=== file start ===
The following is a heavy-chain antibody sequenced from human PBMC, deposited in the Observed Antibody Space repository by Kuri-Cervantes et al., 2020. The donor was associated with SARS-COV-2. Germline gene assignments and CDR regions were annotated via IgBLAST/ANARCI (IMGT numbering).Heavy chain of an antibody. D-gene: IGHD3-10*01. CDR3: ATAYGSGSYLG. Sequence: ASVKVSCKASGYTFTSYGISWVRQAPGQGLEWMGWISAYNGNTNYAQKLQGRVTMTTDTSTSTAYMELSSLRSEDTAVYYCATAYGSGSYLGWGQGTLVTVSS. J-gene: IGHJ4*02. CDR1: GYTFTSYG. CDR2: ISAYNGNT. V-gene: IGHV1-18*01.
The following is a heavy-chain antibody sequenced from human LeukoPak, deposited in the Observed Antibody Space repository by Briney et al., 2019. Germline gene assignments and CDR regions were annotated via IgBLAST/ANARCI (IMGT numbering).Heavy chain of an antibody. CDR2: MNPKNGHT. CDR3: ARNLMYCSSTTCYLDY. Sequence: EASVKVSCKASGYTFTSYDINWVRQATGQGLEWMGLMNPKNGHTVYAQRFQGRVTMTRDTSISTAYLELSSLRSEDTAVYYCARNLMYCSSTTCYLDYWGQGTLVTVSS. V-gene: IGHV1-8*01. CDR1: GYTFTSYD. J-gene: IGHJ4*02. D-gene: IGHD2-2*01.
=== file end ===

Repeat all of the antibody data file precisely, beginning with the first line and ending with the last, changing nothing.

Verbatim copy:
The following is a heavy-chain antibody sequenced from human PBMC, deposited in the Observed Antibody Space repository by Kuri-Cervantes et al., 2020. The donor was associated with SARS-COV-2. Germline gene assignments and CDR regions were annotated via IgBLAST/ANARCI (IMGT numbering).Heavy chain of an antibody. D-gene: IGHD3-10*01. CDR3: ATAYGSGSYLG. Sequence: ASVKVSCKASGYTFTSYGISWVRQAPGQGLEWMGWISAYNGNTNYAQKLQGRVTMTTDTSTSTAYMELSSLRSEDTAVYYCATAYGSGSYLGWGQGTLVTVSS. J-gene: IGHJ4*02. CDR1: GYTFTSYG. CDR2: ISAYNGNT. V-gene: IGHV1-18*01.
The following is a heavy-chain antibody sequenced from human LeukoPak, deposited in the Observed Antibody Space repository by Briney et al., 2019. Germline gene assignments and CDR regions were annotated via IgBLAST/ANARCI (IMGT numbering).Heavy chain of an antibody. CDR2: MNPKNGHT. CDR3: ARNLMYCSSTTCYLDY. Sequence: EASVKVSCKASGYTFTSYDINWVRQATGQGLEWMGLMNPKNGHTVYAQRFQGRVTMTRDTSISTAYLELSSLRSEDTAVYYCARNLMYCSSTTCYLDYWGQGTLVTVSS. V-gene: IGHV1-8*01. CDR1: GYTFTSYD. J-gene: IGHJ4*02. D-gene: IGHD2-2*01.